http://codesnipers.com/?q=node/128

  23. Riffing on Raymond here, and his post On the fuzzy definition of a &quot;Unicode application&quot;….

    The points…

  24. Mihai says:

    Two of my previous comments did not make it, but let’s hope this one does:

    <a href="http://www.mihai-nita.net/w20060317a.shtml">http://www.mihai-nita.net/w20060317a.shtml</a&gt;

  25. michkap says:

    Hi Mihai —

    That assumes everyone in the WNDPROC/DLGPROC chain is also Unicode — a *huge* assumption, one that does not always bear out, unfortunately….

  26. mpz says:

    I am honored by Raymond taking the time to answer my question (the answer of which I guessed correctly, ie. next to impossible).

    God I wish they wouldn’t have mucked with the ASCII area when making the Japanese codepages. Would it have been that hard to put the halfwidth yen into the 128-255 area with all the other halfwidth characters.. I suspect it will take decades until all non-Unicode apps have died out and the IME can finally output the correct character.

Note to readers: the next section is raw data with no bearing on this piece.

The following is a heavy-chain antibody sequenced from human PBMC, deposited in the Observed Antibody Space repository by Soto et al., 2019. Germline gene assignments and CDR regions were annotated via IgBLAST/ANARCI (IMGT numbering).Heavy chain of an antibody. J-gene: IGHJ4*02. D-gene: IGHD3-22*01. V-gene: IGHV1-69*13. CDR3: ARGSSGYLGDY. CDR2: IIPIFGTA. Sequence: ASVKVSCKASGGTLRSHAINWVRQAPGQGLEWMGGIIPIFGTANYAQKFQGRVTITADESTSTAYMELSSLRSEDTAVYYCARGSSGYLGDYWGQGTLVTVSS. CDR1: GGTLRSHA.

27. Mihai says:

    Hm, the link is all messed-up.

    Try this: http://www.mihai-nita.net/w20060317a.shtml

  28. Ben Bryant says:

    "assumes everyone in the WNDPROC/DLGPROC chain is also Unicode"

    No it doesn’t assume that (as far as my limited understanding can tell). It just supports the fact that you know whether the particular *window* is Unicode, not talking about everybody who hooks into the proc. The window is the point of reference by which the behavior would be consistent and as expected for everyone involved.